GEORGE TOWN: The upgrading works for 10 operation theatres in the Penang Hospital were supposed to be completed in February but work is still in progress.
Patients who need surgery are on a long waiting list and some of them are forced to travel across the Penang Bridge, and even to other states for their surgery.
Those who could not wait for their turn borrowed money to have their operations in private hospitals.
Penang Hindu Association deputy president P. Murugiah, who is also the coordinator of the Sivasanta Derma Clinic, said he got to know about the situation during a free clinic for the poor.
“Some patients who came to our clinic told me that they have to wait for six months and even more before they could proceed with their heart surgery.
“My contacts at the hospital said 10 operation theatres undergoing upgrading works are meant for major operations, and now, many patients have to be sent over to the mainland for heart and eye operations,” he said yesterday.
He also claimed that he learnt about some poor patients who have to borrow money from banks or moneylenders to have their operations at private hospitals.
As a backup move, he suggests that mobile operation theatres be brought to the Penang Hospital.
Another suggestion is allowing patients with an emergency medical condition to seek treatment at private hospitals and the expenses be borne by the government.
A hospital staff, who declined to be named, said all the specialists are sharing the seven operation theatres located at the Ambulatory Care Centre (ACC) building.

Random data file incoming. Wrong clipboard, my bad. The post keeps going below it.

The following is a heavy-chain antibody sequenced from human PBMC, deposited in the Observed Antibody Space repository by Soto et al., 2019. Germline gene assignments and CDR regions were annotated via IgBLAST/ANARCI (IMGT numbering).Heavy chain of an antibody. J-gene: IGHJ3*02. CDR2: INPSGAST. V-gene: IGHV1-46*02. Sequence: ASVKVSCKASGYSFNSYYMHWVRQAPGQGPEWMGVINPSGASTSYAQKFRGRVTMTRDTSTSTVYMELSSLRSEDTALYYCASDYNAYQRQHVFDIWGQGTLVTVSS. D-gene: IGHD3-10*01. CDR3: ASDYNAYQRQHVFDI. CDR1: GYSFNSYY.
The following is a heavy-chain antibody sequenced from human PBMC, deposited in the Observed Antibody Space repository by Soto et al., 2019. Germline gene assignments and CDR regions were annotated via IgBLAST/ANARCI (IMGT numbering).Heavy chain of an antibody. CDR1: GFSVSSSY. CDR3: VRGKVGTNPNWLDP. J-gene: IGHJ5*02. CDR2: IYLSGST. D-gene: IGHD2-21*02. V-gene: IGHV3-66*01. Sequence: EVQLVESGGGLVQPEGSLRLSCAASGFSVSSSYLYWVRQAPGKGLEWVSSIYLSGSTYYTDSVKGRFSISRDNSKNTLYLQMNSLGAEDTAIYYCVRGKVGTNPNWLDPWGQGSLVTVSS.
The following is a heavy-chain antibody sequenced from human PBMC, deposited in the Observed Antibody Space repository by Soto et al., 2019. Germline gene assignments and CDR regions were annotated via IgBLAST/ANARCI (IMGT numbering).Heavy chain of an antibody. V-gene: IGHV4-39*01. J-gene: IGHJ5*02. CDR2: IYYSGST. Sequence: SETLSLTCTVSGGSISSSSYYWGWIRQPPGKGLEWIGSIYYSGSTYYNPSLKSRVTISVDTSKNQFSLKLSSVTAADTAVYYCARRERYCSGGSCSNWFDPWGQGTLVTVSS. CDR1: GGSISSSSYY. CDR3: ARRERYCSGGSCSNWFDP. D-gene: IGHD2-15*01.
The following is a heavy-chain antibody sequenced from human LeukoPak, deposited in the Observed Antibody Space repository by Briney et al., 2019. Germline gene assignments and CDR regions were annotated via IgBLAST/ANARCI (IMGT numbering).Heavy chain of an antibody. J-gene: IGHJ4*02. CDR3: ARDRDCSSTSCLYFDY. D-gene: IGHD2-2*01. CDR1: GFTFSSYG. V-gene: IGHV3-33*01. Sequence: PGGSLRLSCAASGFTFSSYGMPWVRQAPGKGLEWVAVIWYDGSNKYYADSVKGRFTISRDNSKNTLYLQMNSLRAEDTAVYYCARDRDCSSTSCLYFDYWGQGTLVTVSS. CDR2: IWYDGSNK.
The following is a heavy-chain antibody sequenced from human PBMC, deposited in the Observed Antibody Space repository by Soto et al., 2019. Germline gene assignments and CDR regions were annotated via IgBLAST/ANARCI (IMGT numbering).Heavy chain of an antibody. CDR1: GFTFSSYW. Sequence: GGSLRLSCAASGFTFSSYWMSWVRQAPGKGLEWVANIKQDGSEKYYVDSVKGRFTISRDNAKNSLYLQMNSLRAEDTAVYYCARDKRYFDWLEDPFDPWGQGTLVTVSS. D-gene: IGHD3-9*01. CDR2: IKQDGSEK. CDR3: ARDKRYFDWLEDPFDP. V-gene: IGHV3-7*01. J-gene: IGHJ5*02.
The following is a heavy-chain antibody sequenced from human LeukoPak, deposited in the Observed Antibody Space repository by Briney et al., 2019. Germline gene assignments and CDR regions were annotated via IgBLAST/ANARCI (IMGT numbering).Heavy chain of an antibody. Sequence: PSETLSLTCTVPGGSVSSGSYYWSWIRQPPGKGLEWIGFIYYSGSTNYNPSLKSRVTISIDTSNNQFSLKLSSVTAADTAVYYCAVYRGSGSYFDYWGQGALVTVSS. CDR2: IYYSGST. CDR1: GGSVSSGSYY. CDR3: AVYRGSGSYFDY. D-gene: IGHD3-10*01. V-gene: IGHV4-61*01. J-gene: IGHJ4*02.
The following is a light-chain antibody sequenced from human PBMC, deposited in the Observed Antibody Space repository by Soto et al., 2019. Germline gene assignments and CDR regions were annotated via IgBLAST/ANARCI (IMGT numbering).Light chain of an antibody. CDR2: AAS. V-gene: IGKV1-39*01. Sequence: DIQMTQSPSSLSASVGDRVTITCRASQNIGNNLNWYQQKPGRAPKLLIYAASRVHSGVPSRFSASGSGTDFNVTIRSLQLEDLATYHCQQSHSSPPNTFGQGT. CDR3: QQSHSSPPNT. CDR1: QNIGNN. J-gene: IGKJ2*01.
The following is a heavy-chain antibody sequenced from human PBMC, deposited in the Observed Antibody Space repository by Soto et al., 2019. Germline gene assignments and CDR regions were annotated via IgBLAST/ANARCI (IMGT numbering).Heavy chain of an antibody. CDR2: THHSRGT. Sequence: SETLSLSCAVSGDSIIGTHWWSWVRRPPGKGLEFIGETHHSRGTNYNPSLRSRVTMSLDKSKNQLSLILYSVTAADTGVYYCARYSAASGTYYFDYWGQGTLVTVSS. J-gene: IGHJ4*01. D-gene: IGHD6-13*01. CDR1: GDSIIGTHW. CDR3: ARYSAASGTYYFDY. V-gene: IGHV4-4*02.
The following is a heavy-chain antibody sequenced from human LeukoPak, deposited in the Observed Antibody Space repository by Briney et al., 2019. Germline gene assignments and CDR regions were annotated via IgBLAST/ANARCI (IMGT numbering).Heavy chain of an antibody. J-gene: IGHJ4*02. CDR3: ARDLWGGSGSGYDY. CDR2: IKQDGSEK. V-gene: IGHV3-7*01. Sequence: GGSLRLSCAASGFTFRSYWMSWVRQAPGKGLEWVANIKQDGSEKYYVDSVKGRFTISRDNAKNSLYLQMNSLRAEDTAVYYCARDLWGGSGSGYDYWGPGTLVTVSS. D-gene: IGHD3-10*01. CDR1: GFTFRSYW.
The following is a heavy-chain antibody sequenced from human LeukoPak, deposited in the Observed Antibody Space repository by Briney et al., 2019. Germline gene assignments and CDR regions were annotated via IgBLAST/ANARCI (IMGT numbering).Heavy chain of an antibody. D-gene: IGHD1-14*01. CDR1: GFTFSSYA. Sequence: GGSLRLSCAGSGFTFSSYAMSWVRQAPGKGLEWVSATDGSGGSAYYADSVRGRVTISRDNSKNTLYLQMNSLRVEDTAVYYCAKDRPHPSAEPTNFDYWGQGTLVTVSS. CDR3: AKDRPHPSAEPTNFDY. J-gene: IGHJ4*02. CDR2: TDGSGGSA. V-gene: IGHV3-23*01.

“The operation theatres were meant for minor surgeries, but now, the surgeons have to use the facilities there,” he said when met at the hospital.
He admitted that with the limited facilities, the number of operations conducted became fewer but he stressed there were also other factors to decide whether an operation should be carried out.
He said that even if a surgeon has fixed a surgery date for a patient if their health condition doesn’t permit it, the surgery will still have to be postponed.
A family member of a patient who underwent a brain surgery due to blood clot believes that operations for emergency cases at Penang Hospital were not affected.
“My child was sent to the hospital at 1am due to a road accident and the doctor found out that there was blood clot in his head.
“He got his operation at 8am on the same day,” she said at ACC building.
State Health director Dr Wan Mansor Hamzah said statistics showed that there was no disruption to emergency cases.
“There is a reduction of about 30% on elective cases and this is due to some postponements in daily treatment cases and non-emergency cases,” he said in a statement.
He said during the temporary closure of the 10 operation theatres, all the seven operation theatres at the ACC building are operating all the time.
“Three operation theatres that are meant for emergency cases are operating 24 hours and the other four that are used for elective cases are operating from 8am to 10pm daily.
“Some elective cases will also be conducted at two operation theatres in Kepala Batas Hospital and one operation theatre in Bukit Mertajam Hospital,” Dr Wan Mansor said.
He explained that the 24-month second phase of Penang Hospital upgrading project, which started on Feb 17, 2016, involves five work scopes, including the upgrading of air conditioning system and electric system at the operation theatres.
“The operation theatres were handed over to the contractor on Dec 5, 2016, and they were supposed to hand over the facilities to the Health Department on Feb 18,” Dr Wan Mansor said.
“However, there were some defects in the original design and the contractor failed to comply with the current technical specification requirements.
“To ensure the safety of our patients and staff, the ministry has agreed to carry out some additional works.
“The project is expected to be completed on Dec 12.”